Exploring Student Data Privacy

Exploring Student Data Privacy
By Jamie Smith | March 16, 2022

When I was in high school, an athletic coach sat me and the team down and shared with us that someone on the team would not be playing for us this season. This came as a shock to all of us. The coach then shared that this student had failed to meet the eligibility requirements of the team. This then led to a discussion about how important keeping academic standing was and how serious this was for all of us. In hindsight, this oversharing of this individual’s academic standing was not only a breach of confidentiality, but is one of the many ways that educators fail to uphold the legal requirements of FERPA.

Image: Depicting the Department of Education Seal and FERPA: Family Educational Rights and Privacy Act

What is FERPA?

FERPA is the Family Education Rights and Privacy Act. FERPA was passed in 1974 as a means to make confidential student’s data for any institution that benefits from tax dollars, from pre-k through college. FERPA protects students’ personal information from being shared. This data includes student’s race and ethnicity, specifics about their academic standing, disciplinary actions, learning disabilities and more.

FERPA also lays the groundwork for how school’s can share some data that to most might be considered necessary to effectively run a school. This might include the student’s name, picture, email address, phone number, or home address. Examples of this data being used might be in the school year book, playbills for theater or honor roll announcements. This category of data is called “Directory Information.”

Image of Directory Information versus protected data. Image taken from the Department of Education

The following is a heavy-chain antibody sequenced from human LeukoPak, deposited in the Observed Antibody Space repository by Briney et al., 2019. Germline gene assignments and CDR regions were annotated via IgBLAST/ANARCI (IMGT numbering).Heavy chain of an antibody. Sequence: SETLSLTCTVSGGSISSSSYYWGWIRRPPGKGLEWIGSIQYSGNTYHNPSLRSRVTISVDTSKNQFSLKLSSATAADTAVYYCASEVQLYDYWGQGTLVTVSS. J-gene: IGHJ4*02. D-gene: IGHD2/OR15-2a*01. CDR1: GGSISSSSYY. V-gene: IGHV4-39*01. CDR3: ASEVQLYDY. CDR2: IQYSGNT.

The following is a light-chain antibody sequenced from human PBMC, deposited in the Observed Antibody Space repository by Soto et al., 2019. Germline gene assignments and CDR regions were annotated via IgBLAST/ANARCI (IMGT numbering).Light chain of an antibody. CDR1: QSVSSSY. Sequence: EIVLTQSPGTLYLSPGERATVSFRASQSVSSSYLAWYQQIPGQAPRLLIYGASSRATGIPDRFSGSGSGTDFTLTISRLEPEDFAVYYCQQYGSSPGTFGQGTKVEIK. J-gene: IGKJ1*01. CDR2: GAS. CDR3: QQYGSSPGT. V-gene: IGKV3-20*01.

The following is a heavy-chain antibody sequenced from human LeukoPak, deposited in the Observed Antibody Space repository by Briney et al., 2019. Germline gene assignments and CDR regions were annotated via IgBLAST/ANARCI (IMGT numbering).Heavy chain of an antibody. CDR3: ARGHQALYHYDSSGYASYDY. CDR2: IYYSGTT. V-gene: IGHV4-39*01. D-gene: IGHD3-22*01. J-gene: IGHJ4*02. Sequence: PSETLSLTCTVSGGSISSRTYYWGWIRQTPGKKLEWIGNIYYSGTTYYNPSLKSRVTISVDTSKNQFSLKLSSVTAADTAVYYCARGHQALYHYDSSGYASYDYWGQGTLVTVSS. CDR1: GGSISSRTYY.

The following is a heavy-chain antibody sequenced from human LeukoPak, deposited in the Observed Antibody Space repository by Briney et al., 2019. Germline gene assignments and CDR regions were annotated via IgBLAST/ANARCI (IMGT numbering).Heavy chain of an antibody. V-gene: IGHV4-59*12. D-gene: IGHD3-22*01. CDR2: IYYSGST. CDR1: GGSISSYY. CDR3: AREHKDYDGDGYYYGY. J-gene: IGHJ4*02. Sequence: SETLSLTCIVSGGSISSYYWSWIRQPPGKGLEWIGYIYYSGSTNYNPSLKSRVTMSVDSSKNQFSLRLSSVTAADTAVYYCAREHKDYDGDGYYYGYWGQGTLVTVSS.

Directory Information is a very broad category of data and is not explicitly defined under FERPA. Each school district may have differing opinions of what is considered Directory Information and will also have different policies around how and with whom this data is shared. FERPA requires that the school district’s make this data known either through school bulletins provided at the start of the year or on the school’s website. Parent’s own the right to “opt out” of the sharing of this data, but there are many who do not believe that parents are properly informed of what this entails:

“The World Privacy Forum’s (WPF) Pam Dixon studied FERPA forms from districts across the country and found that many are worded in ways that “discourage parents” from opting-out of information sharing.” (Weisbaum 2015)

Though there are options to limit the amount of data that is being collected from our student’s, there’s a new age of data collection occurring with little oversight.

Student Data Collection through a Virtual Environment

Image of a book transforming into a laptop

There has been a steady shift towards online learning and with the onset of COVID, which halted in-person learning for many in the US, it was the only option. Unfortunately, and what is oftentimes commonplace, regulations around data privacy have not kept up with the changing times.

As educator’s scrambled to find the best ways to teach students virtually, a deluge of apps were being created to help with this transition to a virtual world. However, most of these apps come with their own set of terms and agreements that do not necessarily align with FERPA. This oftentimes means that the educator is unwittingly allowing these companies access to student information that can then be processed and used for things like marketing or advertisements.

As students and educators transition more and more to leveraging online resources, there are rights that caregivers should better understand if they want to keep their children’s data private.

The Parent Coalition for Student Privacy has a number of resources and tips for how to protect student data. An example is when students log into apps not managed by the school system. They encourage students to only use usernames that do not have any personally identifiable information. They also encourage caregivers to speak up if they are not ok with the privacy terms and agreements of these third party apps. It’s the right of the caregiver to remove their student from using an app if it collects data that they are not comfortable with.

As we move to a virtual world, it’ll be important for the Department of Education to act to protect students’ data, while also teaching data privacy to educators, caregivers and students.